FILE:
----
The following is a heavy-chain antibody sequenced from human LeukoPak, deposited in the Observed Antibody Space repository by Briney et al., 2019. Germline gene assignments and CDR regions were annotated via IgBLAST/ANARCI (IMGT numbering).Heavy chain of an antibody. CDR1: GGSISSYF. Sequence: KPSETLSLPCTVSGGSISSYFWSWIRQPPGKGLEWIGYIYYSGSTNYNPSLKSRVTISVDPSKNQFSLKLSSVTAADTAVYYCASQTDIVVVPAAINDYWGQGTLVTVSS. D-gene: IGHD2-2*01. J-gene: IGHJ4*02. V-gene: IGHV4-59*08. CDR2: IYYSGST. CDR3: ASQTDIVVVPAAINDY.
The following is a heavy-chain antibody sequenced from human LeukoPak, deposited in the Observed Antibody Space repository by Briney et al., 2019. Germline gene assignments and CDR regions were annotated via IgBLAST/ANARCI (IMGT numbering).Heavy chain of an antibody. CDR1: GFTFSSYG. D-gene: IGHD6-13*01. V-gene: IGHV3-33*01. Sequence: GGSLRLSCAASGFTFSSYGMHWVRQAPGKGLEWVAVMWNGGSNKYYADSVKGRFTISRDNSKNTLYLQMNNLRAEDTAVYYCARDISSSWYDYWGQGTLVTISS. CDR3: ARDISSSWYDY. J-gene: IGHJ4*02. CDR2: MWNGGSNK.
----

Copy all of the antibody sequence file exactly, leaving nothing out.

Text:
The following is a heavy-chain antibody sequenced from human LeukoPak, deposited in the Observed Antibody Space repository by Briney et al., 2019. Germline gene assignments and CDR regions were annotated via IgBLAST/ANARCI (IMGT numbering).Heavy chain of an antibody. CDR1: GGSISSYF. Sequence: KPSETLSLPCTVSGGSISSYFWSWIRQPPGKGLEWIGYIYYSGSTNYNPSLKSRVTISVDPSKNQFSLKLSSVTAADTAVYYCASQTDIVVVPAAINDYWGQGTLVTVSS. D-gene: IGHD2-2*01. J-gene: IGHJ4*02. V-gene: IGHV4-59*08. CDR2: IYYSGST. CDR3: ASQTDIVVVPAAINDY.
The following is a heavy-chain antibody sequenced from human LeukoPak, deposited in the Observed Antibody Space repository by Briney et al., 2019. Germline gene assignments and CDR regions were annotated via IgBLAST/ANARCI (IMGT numbering).Heavy chain of an antibody. CDR1: GFTFSSYG. D-gene: IGHD6-13*01. V-gene: IGHV3-33*01. Sequence: GGSLRLSCAASGFTFSSYGMHWVRQAPGKGLEWVAVMWNGGSNKYYADSVKGRFTISRDNSKNTLYLQMNNLRAEDTAVYYCARDISSSWYDYWGQGTLVTISS. CDR3: ARDISSSWYDY. J-gene: IGHJ4*02. CDR2: MWNGGSNK.